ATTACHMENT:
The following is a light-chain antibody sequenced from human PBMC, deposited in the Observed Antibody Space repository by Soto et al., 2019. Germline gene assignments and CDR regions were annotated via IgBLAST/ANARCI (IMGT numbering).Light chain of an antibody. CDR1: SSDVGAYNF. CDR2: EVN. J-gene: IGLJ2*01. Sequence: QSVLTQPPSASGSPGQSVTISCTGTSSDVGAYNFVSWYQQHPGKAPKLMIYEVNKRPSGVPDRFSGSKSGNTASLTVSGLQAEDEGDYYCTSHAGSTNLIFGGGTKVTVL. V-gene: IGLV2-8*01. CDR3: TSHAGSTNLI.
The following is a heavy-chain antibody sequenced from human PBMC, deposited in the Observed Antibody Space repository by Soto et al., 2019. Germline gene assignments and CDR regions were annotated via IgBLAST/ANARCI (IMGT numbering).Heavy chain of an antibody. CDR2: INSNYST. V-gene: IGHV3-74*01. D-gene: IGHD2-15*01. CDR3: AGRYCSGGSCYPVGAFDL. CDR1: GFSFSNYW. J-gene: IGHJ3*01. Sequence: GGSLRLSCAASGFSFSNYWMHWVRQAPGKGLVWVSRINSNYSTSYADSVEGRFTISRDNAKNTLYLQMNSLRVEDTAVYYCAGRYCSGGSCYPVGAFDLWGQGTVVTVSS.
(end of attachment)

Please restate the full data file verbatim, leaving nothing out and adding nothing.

The following is a light-chain antibody sequenced from human PBMC, deposited in the Observed Antibody Space repository by Soto et al., 2019. Germline gene assignments and CDR regions were annotated via IgBLAST/ANARCI (IMGT numbering).Light chain of an antibody. CDR1: SSDVGAYNF. CDR2: EVN. J-gene: IGLJ2*01. Sequence: QSVLTQPPSASGSPGQSVTISCTGTSSDVGAYNFVSWYQQHPGKAPKLMIYEVNKRPSGVPDRFSGSKSGNTASLTVSGLQAEDEGDYYCTSHAGSTNLIFGGGTKVTVL. V-gene: IGLV2-8*01. CDR3: TSHAGSTNLI.
The following is a heavy-chain antibody sequenced from human PBMC, deposited in the Observed Antibody Space repository by Soto et al., 2019. Germline gene assignments and CDR regions were annotated via IgBLAST/ANARCI (IMGT numbering).Heavy chain of an antibody. CDR2: INSNYST. V-gene: IGHV3-74*01. D-gene: IGHD2-15*01. CDR3: AGRYCSGGSCYPVGAFDL. CDR1: GFSFSNYW. J-gene: IGHJ3*01. Sequence: GGSLRLSCAASGFSFSNYWMHWVRQAPGKGLVWVSRINSNYSTSYADSVEGRFTISRDNAKNTLYLQMNSLRVEDTAVYYCAGRYCSGGSCYPVGAFDLWGQGTVVTVSS.